Some of the exotic deer, like the Fallow, Sika and Axis, are the same way. If they are out in an open field and you are 300 yards away, they will watch you but they don’t get too excited. If you start walking up on them or try to put a sneak on them, they are gone. Fairly long shots are the norm for these exotic deer. You will see a few of the in the woods but for the most part they are open field animals where they can see you from a long ways off. For these a medium range cartridge will do fine, a 308, 310 GNR, 30 GNR, 256 Falcon, 7 GNR, among others will work fine for these guys, but like I mentioned above, shot placement is the thing here. Point of shoulder or high on the shoulder are the best spots for the Elk, Red Stag or any of the exotic deer. Of the exotic deer, the Sika is known to be the best tasting of the three. And by the way, I often hear the Sika called the Sitka deer, They are totally different animals. The Sitka is from the northern west coast, while the Sika is from several Pacific islands. The Sika is pronounced Sigh-Ka, while the Sitka is Sit-ka. The Sika is a fairly small animal, running maybe a hundred pounds. The Fallow is about the same with the Axis being the heavier of the 3 by maybe 35 to 40 pounds.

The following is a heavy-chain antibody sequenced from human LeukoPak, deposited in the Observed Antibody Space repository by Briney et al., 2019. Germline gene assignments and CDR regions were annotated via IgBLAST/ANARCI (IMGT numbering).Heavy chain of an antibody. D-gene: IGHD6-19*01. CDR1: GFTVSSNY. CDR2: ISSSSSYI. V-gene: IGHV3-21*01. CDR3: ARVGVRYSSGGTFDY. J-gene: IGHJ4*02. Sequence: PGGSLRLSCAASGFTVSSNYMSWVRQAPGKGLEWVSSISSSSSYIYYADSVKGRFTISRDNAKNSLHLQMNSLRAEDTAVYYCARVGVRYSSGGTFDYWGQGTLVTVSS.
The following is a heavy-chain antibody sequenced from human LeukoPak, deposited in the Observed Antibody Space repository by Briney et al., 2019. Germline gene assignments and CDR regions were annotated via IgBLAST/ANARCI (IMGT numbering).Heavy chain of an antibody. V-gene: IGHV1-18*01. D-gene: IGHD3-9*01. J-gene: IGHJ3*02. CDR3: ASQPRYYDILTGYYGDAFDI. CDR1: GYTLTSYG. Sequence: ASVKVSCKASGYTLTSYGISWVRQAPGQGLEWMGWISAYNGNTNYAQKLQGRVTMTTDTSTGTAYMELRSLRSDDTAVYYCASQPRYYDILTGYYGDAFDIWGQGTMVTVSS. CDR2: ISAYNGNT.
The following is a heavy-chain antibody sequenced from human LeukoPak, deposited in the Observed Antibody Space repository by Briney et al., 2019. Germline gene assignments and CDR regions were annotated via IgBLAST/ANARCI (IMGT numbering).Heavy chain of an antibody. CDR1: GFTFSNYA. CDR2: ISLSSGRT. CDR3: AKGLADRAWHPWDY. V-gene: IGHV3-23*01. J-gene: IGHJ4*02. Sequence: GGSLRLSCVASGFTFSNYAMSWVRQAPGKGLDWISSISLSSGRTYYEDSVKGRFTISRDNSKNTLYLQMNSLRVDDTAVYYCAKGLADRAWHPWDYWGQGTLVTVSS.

The exotic sheep are a bit less spooky. They may stand around until you get to within 80 yards or so then they are gone, especially the older males. The younger sheep will often stand there until you get to within 50 to 60 yards but the big boys are long gone by then. Some of the more impressive exotic sheep ate the Corsican sheep, who usually have a tan or brown body with a heavy black collar and chest hair that often hangs down to the ground. A good one will have a full curl plus and they make a great mount. Their horns usually curl close to their head, sometimes extending a few inches out.  Another sheep is the Barbado sheep. This guy has the same body size and color of the Corsican but his horns go out in a gull wing flare. They may go straight out with only a slight noticeable curl to them.  On the sheep a medium size cartridge works best. Some of them, like the Merino sheep may have 5 or 6” of heavy thick wool on them so use a pointed bullet for these guys, like a 7 GNR, 7X30, 30 GNR or 256 Falcon. That bullet has to get thru that heavy wool and into the boiler room. A flat or blunt nose bullet often will hang up in the wool and not give you much penetration.The Spanish Goat in some coloration make a nice mount. I am not much on goat meat but some really like it bar-b-qued. They will often have very impressive horns sweeping out from their head 3 feet or more. These goats are sometimes called the Catalina goat but I really don’t think there is much difference in the Spanish Goat and the Catalina. The old Spanish explorers used to turn them loose on foreign soils along with hogs so that on their next trip thru they would have meat available. They don’t take a heavy or powerful round at all. I have taken them with the 30 Herrett, 44 mag, 41 mag and 7 GNR.